• Confessions of a Community College Dean

    In which a veteran of cultural studies seminars in the 1990s moves into academic administration and finds himself a married suburban father of two. Foucault, plus lawn care.


Housing, Part II

When faculty members can't afford to live near a college.


May 21, 2017


Last week I did a post, inspired by Richard Florida’s work, detailing why property taxes tend to be the most loathed, and therefore politically vulnerable, form of tax.  Continuing on the theme of housing, this one is a response to the Chronicle piece about faculty not being able to afford to live in some expensive areas.  

In Monmouth County, I see it. Northern New Jersey isn’t Manhattan, but it isn’t Kansas, either. It’s one of the most expensive areas of the country. Combine an overall high cost with extreme income polarization, and folks on the lower end of the salary scale face some difficult choices. Getting a full-time faculty job is hard enough, at least in the liberal arts. To actually get one and then discover that you can’t afford to live in the area just adds insult to injury.

I’ve seen the mismatch between local housing prices and academic salaries before. When I worked in Morris County, many faculty and staff managed the pay/cost mismatch by living in Pennsylvania. Eventually the state passed an in-state residency requirement to stop that, though it didn’t increase salaries accordingly.  It effectively mandated a lower standard of living, though, of course, it grandfathered those already in the system. In Massachusetts the union contracts were statewide.  Boston-area faculty supported a higher teaching load to support a higher salary; in the western part of the state, where I was, faculty never stopped complaining about “the fifth course.”  (By the time I left, the “fifth course” was fourteen years old, yet I still heard about it every single week.) I’d bet that the key variable was the difference in housing cost between Boston and Springfield.  

Part of the issue with housing costs is that they’re most salient relatively early in a career, when salaries tend to be lower. For academics, the family-formation years are usually the thirties.  If you’re trying to find a place in a school district you’d feel good about sending your own children, and you’re making an assistant professor salary, you’re probably going to struggle. The ones who make it work typically have partners who make far more than they do.  If you buy a house in your early thirties, then get tenure and stay, the monthly payment gets progressively smaller for a long time as a percentage of income. That’s what thirty years of raises in pay, combined with a flat monthly total of principal and interest, will do. But if you’re starting out now, buying those homes from the generation that bought them cheap is a different matter. That’s especially true if you’re also carrying substantial student loan debt.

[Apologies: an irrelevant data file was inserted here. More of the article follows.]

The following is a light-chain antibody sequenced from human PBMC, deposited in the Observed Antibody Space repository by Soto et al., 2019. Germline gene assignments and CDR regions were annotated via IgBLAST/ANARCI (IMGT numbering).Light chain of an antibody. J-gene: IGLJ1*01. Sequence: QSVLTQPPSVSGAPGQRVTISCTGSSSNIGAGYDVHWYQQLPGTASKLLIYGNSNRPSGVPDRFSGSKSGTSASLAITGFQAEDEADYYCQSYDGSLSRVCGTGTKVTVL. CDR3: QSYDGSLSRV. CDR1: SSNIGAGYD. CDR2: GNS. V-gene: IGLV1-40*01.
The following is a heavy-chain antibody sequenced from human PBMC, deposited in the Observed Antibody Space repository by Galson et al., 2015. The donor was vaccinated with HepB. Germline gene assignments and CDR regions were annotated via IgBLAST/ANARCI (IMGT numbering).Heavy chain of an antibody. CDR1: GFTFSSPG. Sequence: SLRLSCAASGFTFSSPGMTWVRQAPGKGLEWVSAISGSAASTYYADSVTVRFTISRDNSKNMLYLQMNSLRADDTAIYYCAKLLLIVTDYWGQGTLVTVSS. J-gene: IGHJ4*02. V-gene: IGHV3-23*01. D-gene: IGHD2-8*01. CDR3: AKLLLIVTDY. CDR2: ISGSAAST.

In this, as in so many economic issues, the key divide is between people with school-age kids (or nearly school-age) and everyone else. If you can afford to be indifferent to school districts, your options open up. If you can’t, it’s tough and getting tougher. 

Some universities handle the mismatch by supplying some faculty housing. I’ve never heard of a community college doing that; most don’t even house students, let alone faculty.  In low-cost areas, that’s probably fine; extra supply would be redundant. In high-cost areas, though, I’ve seen the recruitment and retention challenge posed by salaries that don’t align with what it costs to live there.  

Conceptually, the answer is easy: just pay people more. But that raises some obvious issues of its own. Most basically, where does the money come from? When state and county appropriations are flat, and health insurance rates are climbing quickly, there’s no easy and politically palatable way to do that.

In practice, I’ve seen people adopt several different strategies. One is to teach lots of overload classes for extra pay. That’s straightforward enough, though it raises the real possibility of burnout. (It also makes the college vulnerable if someone gets sick. Replacing someone teaching five classes is hard enough; replacing someone teaching seven is that much harder.) Some have side businesses, though that tends to vary by discipline. Some marry well. And some leave for other places or lines of work after a few years.  

It’s not an easy one to solve. I’ll admit not being a fan of coercive measures, like residency requirements; in practice, they tend to double down on intergenerational imbalance. If school districts everywhere were terrific, that would certainly help, but it would probably require political changes far beyond what a college can do.  Help with down payments or low-interest loans would be something, but they both strike me as falling well short of the magnitude of the problem.

Wise and worldly readers, is there a better way? Given the geographic spread of community colleges, some of them will be in expensive places.  Is there a better way to handle that?

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Matt Reed

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